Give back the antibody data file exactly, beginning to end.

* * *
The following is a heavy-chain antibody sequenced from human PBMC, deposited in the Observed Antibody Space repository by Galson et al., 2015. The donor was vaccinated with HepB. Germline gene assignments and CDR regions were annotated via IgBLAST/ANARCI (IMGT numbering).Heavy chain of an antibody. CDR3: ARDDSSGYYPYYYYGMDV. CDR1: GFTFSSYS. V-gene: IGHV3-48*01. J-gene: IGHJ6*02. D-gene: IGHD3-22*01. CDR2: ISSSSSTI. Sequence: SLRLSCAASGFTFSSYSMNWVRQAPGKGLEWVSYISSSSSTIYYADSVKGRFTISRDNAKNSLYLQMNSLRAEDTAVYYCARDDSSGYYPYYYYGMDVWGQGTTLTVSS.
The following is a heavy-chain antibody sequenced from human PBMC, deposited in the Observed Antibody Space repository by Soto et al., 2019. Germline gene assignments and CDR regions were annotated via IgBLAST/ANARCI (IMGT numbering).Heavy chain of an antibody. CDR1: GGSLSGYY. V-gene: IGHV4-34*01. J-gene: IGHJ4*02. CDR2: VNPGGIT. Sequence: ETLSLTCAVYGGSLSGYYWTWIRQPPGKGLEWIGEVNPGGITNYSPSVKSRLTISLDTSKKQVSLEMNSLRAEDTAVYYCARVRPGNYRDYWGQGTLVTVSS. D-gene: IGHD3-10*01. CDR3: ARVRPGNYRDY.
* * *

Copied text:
The following is a heavy-chain antibody sequenced from human PBMC, deposited in the Observed Antibody Space repository by Galson et al., 2015. The donor was vaccinated with HepB. Germline gene assignments and CDR regions were annotated via IgBLAST/ANARCI (IMGT numbering).Heavy chain of an antibody. CDR3: ARDDSSGYYPYYYYGMDV. CDR1: GFTFSSYS. V-gene: IGHV3-48*01. J-gene: IGHJ6*02. D-gene: IGHD3-22*01. CDR2: ISSSSSTI. Sequence: SLRLSCAASGFTFSSYSMNWVRQAPGKGLEWVSYISSSSSTIYYADSVKGRFTISRDNAKNSLYLQMNSLRAEDTAVYYCARDDSSGYYPYYYYGMDVWGQGTTLTVSS.
The following is a heavy-chain antibody sequenced from human PBMC, deposited in the Observed Antibody Space repository by Soto et al., 2019. Germline gene assignments and CDR regions were annotated via IgBLAST/ANARCI (IMGT numbering).Heavy chain of an antibody. CDR1: GGSLSGYY. V-gene: IGHV4-34*01. J-gene: IGHJ4*02. CDR2: VNPGGIT. Sequence: ETLSLTCAVYGGSLSGYYWTWIRQPPGKGLEWIGEVNPGGITNYSPSVKSRLTISLDTSKKQVSLEMNSLRAEDTAVYYCARVRPGNYRDYWGQGTLVTVSS. D-gene: IGHD3-10*01. CDR3: ARVRPGNYRDY.